A Preventative Maintenance Guide for CPO Car Shopping
Three simple words, ‘Certified Pre-Owned’, often seems to be enough validation for motorists in the market for an affordable second-hand car. The dilemma here is that buyers are often not aware of the previous owners’ preventative maintenance plan – if any at all, nor are they guaranteed the reliability of the car despite its warranty.
To make matters worse, a CPO vehicle is likely to be very difficult to return should unforeseen problems arise, as the CPO qualification has largely been used as a marketing tool by second-hand sellers and retailers who sell pre-owned vehicles at a higher price, simply because of this certification.
To understand the issue is to understand precisely what it means if a vehicle is classified as Certified Pre-Owned. Firstly, the check on the car is done by the dealer themselves and their mechanic. Readers can surely see the problem with that?
Furthermore, the CPO is not guaranteed as a warranty which many buyers are unaware of until it’s too late. Despite the CPO guarantee which often calms nervous buyers’ fears, it doesn’t really count for anything at all. Even if dealerships assure buyers that the vehicle in question went through multi-point checklists, it does not guarantee the longevity of the car.
Sadly, no buyer can ever be completely assured of the quality of the car they’re buying unless they’ve test-driven and checked themselves. Our experts at Foreign Affairs Motorsport have compiled a checklist that all second-hand car buyers should take with them when viewing second-hand cars:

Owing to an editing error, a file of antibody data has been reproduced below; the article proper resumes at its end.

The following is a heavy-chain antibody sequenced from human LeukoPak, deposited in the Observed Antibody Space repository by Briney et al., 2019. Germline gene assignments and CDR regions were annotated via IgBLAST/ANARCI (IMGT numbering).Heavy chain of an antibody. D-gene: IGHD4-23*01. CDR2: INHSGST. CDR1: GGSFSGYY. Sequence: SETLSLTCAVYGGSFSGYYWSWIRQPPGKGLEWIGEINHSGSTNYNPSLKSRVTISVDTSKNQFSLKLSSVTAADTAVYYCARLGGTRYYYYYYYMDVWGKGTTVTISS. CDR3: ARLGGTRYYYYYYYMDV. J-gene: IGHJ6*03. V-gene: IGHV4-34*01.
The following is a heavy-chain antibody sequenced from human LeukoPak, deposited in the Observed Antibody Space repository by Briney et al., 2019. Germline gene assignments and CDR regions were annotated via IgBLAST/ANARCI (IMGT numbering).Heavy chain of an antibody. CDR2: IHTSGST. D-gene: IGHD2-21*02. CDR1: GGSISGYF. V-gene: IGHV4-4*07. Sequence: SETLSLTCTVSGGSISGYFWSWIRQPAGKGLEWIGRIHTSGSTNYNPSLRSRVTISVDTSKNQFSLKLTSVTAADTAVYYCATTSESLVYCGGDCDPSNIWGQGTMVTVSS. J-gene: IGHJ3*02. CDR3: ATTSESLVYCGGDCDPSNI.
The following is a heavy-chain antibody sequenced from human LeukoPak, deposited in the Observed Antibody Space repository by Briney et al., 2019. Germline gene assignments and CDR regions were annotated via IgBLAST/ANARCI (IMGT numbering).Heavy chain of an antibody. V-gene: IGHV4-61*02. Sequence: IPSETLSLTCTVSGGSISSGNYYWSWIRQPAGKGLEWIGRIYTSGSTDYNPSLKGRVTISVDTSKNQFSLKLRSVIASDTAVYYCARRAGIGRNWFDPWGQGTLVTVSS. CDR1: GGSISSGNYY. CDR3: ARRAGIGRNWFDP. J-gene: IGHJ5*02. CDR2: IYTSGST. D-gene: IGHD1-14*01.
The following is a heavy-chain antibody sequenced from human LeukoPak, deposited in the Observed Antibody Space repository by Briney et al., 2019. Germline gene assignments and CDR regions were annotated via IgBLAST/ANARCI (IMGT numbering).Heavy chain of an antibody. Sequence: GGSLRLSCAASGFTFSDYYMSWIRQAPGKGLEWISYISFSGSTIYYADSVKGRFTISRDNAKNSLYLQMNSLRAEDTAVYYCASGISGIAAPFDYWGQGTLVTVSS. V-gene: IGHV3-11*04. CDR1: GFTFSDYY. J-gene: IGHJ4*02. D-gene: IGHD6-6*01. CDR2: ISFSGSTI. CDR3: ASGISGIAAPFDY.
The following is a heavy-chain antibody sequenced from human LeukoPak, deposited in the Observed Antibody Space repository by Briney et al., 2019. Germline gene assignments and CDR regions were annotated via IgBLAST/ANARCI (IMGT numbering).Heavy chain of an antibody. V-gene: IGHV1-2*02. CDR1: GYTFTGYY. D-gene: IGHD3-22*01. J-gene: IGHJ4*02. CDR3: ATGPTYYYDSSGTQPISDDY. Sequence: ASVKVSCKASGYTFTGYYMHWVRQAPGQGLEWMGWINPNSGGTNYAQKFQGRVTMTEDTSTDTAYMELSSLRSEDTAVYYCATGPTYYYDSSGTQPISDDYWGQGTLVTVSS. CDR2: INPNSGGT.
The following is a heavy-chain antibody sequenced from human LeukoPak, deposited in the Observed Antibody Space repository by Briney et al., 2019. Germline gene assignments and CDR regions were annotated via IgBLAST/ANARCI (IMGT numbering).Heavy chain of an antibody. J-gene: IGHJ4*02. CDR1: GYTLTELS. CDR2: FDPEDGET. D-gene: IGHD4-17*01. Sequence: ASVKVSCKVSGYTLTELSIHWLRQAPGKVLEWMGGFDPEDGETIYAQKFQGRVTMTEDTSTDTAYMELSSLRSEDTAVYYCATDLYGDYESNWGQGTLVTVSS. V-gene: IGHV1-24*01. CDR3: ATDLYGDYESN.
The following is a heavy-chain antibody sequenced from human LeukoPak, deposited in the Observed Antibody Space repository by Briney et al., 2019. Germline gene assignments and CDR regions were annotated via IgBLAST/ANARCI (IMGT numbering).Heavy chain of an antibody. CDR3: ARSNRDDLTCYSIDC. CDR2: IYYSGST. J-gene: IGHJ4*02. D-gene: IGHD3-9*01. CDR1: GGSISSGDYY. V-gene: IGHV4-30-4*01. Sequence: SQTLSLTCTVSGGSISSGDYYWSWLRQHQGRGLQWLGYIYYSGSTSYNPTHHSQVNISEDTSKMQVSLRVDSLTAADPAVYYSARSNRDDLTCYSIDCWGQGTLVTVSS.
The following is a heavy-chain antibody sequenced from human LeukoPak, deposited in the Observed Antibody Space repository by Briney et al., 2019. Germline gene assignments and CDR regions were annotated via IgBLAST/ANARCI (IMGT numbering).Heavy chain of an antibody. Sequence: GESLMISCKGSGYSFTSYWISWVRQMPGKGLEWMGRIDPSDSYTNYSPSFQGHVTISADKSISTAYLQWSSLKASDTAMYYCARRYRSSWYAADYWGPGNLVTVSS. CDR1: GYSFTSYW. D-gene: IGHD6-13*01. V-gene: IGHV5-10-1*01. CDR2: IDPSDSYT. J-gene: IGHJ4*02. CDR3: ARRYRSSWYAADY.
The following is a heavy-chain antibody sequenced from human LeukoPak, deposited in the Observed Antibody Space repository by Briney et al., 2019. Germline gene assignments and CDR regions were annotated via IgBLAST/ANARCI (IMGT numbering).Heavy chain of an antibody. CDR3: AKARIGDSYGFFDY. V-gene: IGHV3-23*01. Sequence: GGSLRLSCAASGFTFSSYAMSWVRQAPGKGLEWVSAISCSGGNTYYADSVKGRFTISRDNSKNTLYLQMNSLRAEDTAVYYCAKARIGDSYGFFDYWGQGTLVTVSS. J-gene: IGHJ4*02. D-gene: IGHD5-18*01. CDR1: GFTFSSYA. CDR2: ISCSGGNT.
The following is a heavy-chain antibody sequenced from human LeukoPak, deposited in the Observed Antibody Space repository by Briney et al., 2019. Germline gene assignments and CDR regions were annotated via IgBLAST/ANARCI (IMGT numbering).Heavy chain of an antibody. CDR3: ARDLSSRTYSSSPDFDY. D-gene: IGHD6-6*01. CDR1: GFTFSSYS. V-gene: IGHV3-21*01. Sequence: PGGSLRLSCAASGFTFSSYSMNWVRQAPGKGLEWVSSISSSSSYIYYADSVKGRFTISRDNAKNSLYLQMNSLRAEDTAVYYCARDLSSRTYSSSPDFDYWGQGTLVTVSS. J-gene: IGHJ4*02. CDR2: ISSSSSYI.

- Test the merchandise, and by this we mean literally. Take the car you’re eyeing for a test drive. If you’re going to spend a small fortune on something you’ll be using every day, you may as well know what you’re in for.
- Take keen note of the car’s body parts. Is anything out of line? Does it look dented or rusted? If so, move on to the next option.
- If there’s smoke there’s fire, right? Take note of the tailpipe. If smoke is emitting out of anywhere it shouldn’t be, count this one out.
- Worn Interiors – you know what they say, “It’s what’s on the inside that counts”, and that certainly rings true for pre-owned vehicles.
- 50 Shades of Grey? Take a good look under the hood and in the trunk for another paint color or shade, indicating a respray after a possible collision. Another collision indicator would be inconsistencies between the doors in relation to the body of the vehicle.
- Think you struck gold? Probably not. If the financing deal seems too good to be true, even if you’re on a tight budget, chances are that’s because it is.
- Tick Tock – check the odometer clock. We know on average that a car reaches around 10,000m per year. Use this and the car’s age as a guide to see if there’s a possibility the odometer has been tampered with.
- Lack of history – we all come with baggage but in the case of a second-hand car, paperwork and service history is incredibly pertinent. If the dealer can’t seem to come up with the adequate paperwork or things seem a little off, they are.
- FAMS do not sell cars, they will do a PPI for people who are purchasing a used BMW, Porsche, Audi or Mercedes, while the article is good it needs to focus on the PPI please adjust